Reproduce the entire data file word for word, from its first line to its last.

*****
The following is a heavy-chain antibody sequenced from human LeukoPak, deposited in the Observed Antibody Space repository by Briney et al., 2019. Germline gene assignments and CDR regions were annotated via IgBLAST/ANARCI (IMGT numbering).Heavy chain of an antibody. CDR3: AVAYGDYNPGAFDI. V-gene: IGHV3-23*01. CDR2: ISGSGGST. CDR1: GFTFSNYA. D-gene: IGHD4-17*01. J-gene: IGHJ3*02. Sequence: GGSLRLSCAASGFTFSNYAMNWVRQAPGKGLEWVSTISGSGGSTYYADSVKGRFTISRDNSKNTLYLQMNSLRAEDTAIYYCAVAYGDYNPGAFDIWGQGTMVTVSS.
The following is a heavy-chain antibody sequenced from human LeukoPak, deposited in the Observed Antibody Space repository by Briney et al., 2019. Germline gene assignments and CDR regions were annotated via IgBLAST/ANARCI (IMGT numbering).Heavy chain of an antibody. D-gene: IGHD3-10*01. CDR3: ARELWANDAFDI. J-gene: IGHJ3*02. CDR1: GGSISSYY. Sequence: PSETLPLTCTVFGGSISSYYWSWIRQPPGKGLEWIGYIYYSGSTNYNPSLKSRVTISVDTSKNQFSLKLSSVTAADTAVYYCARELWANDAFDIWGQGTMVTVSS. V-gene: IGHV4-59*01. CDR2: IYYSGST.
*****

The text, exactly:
The following is a heavy-chain antibody sequenced from human LeukoPak, deposited in the Observed Antibody Space repository by Briney et al., 2019. Germline gene assignments and CDR regions were annotated via IgBLAST/ANARCI (IMGT numbering).Heavy chain of an antibody. CDR3: AVAYGDYNPGAFDI. V-gene: IGHV3-23*01. CDR2: ISGSGGST. CDR1: GFTFSNYA. D-gene: IGHD4-17*01. J-gene: IGHJ3*02. Sequence: GGSLRLSCAASGFTFSNYAMNWVRQAPGKGLEWVSTISGSGGSTYYADSVKGRFTISRDNSKNTLYLQMNSLRAEDTAIYYCAVAYGDYNPGAFDIWGQGTMVTVSS.
The following is a heavy-chain antibody sequenced from human LeukoPak, deposited in the Observed Antibody Space repository by Briney et al., 2019. Germline gene assignments and CDR regions were annotated via IgBLAST/ANARCI (IMGT numbering).Heavy chain of an antibody. D-gene: IGHD3-10*01. CDR3: ARELWANDAFDI. J-gene: IGHJ3*02. CDR1: GGSISSYY. Sequence: PSETLPLTCTVFGGSISSYYWSWIRQPPGKGLEWIGYIYYSGSTNYNPSLKSRVTISVDTSKNQFSLKLSSVTAADTAVYYCARELWANDAFDIWGQGTMVTVSS. V-gene: IGHV4-59*01. CDR2: IYYSGST.